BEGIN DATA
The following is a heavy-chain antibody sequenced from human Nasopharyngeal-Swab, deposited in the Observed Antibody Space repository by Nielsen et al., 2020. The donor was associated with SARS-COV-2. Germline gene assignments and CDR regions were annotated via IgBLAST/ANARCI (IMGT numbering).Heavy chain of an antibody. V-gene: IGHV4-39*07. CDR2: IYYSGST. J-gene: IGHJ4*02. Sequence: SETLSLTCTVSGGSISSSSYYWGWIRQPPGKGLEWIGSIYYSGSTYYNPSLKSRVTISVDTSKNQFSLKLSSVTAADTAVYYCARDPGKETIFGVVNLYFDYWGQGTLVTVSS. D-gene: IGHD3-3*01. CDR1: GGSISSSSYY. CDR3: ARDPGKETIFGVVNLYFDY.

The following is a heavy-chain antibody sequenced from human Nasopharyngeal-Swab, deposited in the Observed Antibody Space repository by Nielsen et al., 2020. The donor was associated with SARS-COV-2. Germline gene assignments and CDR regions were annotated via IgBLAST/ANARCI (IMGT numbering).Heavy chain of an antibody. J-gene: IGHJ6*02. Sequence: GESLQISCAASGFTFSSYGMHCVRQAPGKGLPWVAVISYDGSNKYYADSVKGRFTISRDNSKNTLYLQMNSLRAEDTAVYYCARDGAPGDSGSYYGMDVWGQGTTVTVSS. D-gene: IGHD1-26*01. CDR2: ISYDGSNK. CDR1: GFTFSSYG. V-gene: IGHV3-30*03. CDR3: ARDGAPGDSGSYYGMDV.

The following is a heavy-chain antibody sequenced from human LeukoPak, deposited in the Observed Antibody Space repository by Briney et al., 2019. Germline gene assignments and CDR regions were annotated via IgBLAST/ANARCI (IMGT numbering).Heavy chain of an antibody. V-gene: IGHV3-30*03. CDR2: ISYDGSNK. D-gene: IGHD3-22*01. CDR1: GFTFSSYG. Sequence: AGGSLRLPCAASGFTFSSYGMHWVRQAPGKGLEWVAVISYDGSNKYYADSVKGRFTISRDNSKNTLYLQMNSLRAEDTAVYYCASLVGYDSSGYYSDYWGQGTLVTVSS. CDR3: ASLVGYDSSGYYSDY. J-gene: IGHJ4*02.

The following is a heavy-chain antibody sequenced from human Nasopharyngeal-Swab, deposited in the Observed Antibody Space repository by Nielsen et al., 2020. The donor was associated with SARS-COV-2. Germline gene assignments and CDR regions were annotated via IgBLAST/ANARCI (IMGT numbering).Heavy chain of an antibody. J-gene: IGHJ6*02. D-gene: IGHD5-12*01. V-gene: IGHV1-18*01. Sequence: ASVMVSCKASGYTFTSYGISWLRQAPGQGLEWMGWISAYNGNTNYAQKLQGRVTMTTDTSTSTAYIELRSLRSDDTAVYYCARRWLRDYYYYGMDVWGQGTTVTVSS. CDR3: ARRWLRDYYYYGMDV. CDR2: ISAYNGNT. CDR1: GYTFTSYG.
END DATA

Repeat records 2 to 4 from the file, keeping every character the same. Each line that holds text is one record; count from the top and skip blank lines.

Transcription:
The following is a heavy-chain antibody sequenced from human Nasopharyngeal-Swab, deposited in the Observed Antibody Space repository by Nielsen et al., 2020. The donor was associated with SARS-COV-2. Germline gene assignments and CDR regions were annotated via IgBLAST/ANARCI (IMGT numbering).Heavy chain of an antibody. J-gene: IGHJ6*02. Sequence: GESLQISCAASGFTFSSYGMHCVRQAPGKGLPWVAVISYDGSNKYYADSVKGRFTISRDNSKNTLYLQMNSLRAEDTAVYYCARDGAPGDSGSYYGMDVWGQGTTVTVSS. D-gene: IGHD1-26*01. CDR2: ISYDGSNK. CDR1: GFTFSSYG. V-gene: IGHV3-30*03. CDR3: ARDGAPGDSGSYYGMDV.

The following is a heavy-chain antibody sequenced from human LeukoPak, deposited in the Observed Antibody Space repository by Briney et al., 2019. Germline gene assignments and CDR regions were annotated via IgBLAST/ANARCI (IMGT numbering).Heavy chain of an antibody. V-gene: IGHV3-30*03. CDR2: ISYDGSNK. D-gene: IGHD3-22*01. CDR1: GFTFSSYG. Sequence: AGGSLRLPCAASGFTFSSYGMHWVRQAPGKGLEWVAVISYDGSNKYYADSVKGRFTISRDNSKNTLYLQMNSLRAEDTAVYYCASLVGYDSSGYYSDYWGQGTLVTVSS. CDR3: ASLVGYDSSGYYSDY. J-gene: IGHJ4*02.

The following is a heavy-chain antibody sequenced from human Nasopharyngeal-Swab, deposited in the Observed Antibody Space repository by Nielsen et al., 2020. The donor was associated with SARS-COV-2. Germline gene assignments and CDR regions were annotated via IgBLAST/ANARCI (IMGT numbering).Heavy chain of an antibody. J-gene: IGHJ6*02. D-gene: IGHD5-12*01. V-gene: IGHV1-18*01. Sequence: ASVMVSCKASGYTFTSYGISWLRQAPGQGLEWMGWISAYNGNTNYAQKLQGRVTMTTDTSTSTAYIELRSLRSDDTAVYYCARRWLRDYYYYGMDVWGQGTTVTVSS. CDR3: ARRWLRDYYYYGMDV. CDR2: ISAYNGNT. CDR1: GYTFTSYG.